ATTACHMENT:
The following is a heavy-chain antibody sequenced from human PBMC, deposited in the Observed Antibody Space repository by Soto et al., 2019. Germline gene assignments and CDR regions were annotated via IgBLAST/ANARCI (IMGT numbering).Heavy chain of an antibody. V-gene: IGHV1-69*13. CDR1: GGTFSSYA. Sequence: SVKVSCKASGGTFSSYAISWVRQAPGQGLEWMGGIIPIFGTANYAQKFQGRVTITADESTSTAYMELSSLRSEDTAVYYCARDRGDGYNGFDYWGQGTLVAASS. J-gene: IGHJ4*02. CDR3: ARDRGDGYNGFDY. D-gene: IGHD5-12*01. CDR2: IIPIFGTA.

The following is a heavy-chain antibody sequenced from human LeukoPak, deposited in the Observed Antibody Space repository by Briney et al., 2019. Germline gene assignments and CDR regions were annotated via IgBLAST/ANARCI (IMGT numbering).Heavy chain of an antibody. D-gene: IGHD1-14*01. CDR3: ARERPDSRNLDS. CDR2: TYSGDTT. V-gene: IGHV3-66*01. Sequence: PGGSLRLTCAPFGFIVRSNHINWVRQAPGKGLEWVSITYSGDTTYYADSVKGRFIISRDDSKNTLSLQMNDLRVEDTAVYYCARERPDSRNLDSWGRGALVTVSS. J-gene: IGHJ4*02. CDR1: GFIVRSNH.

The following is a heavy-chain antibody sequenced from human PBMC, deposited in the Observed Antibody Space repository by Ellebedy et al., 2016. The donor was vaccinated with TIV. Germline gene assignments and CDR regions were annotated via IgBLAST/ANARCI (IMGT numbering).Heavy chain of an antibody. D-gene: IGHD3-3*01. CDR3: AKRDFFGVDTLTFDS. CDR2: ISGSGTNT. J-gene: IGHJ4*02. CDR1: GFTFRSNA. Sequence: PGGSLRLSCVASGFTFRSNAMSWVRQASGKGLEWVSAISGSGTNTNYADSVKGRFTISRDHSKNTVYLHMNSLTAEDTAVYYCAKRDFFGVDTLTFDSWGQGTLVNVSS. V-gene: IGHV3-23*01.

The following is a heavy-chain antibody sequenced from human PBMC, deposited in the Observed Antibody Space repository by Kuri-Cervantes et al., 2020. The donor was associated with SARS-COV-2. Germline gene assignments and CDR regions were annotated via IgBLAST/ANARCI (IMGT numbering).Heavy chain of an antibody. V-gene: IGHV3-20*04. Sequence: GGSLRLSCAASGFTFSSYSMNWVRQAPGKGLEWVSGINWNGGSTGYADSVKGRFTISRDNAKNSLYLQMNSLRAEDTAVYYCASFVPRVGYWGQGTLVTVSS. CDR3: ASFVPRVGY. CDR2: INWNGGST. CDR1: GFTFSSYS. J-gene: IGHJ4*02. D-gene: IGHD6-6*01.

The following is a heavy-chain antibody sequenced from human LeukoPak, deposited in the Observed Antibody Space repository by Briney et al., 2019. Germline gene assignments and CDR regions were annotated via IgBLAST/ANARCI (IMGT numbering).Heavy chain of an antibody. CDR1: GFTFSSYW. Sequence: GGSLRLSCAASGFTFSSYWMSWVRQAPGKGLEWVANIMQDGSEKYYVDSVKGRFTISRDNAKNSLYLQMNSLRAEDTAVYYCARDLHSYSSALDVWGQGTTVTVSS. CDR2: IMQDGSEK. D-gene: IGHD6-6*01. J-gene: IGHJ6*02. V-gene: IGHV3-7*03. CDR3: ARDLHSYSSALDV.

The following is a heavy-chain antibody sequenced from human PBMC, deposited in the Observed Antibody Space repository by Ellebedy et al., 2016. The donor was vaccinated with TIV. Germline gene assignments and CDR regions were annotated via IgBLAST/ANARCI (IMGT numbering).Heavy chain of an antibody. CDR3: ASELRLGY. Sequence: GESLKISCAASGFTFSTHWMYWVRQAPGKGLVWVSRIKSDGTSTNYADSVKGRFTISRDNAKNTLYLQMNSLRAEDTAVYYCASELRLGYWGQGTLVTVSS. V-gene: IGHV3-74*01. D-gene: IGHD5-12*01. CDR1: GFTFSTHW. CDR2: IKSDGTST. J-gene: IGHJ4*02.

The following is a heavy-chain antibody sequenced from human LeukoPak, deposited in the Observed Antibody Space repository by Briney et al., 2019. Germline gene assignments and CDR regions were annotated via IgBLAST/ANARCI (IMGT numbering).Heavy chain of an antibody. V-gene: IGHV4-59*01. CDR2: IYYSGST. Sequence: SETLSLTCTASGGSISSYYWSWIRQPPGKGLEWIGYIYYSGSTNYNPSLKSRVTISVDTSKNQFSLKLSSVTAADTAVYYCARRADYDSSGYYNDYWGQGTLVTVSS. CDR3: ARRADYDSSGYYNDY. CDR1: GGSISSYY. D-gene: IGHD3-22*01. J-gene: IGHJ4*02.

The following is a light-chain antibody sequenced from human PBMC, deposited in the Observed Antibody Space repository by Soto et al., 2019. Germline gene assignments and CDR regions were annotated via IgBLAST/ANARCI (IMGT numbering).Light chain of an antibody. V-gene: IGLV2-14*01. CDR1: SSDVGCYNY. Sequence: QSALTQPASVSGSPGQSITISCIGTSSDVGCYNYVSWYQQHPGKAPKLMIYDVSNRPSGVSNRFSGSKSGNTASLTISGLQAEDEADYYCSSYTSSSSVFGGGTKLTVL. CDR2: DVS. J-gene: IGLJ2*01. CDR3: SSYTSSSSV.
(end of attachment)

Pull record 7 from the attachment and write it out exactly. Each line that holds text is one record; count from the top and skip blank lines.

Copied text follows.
The following is a heavy-chain antibody sequenced from human LeukoPak, deposited in the Observed Antibody Space repository by Briney et al., 2019. Germline gene assignments and CDR regions were annotated via IgBLAST/ANARCI (IMGT numbering).Heavy chain of an antibody. V-gene: IGHV4-59*01. CDR2: IYYSGST. Sequence: SETLSLTCTASGGSISSYYWSWIRQPPGKGLEWIGYIYYSGSTNYNPSLKSRVTISVDTSKNQFSLKLSSVTAADTAVYYCARRADYDSSGYYNDYWGQGTLVTVSS. CDR3: ARRADYDSSGYYNDY. CDR1: GGSISSYY. D-gene: IGHD3-22*01. J-gene: IGHJ4*02.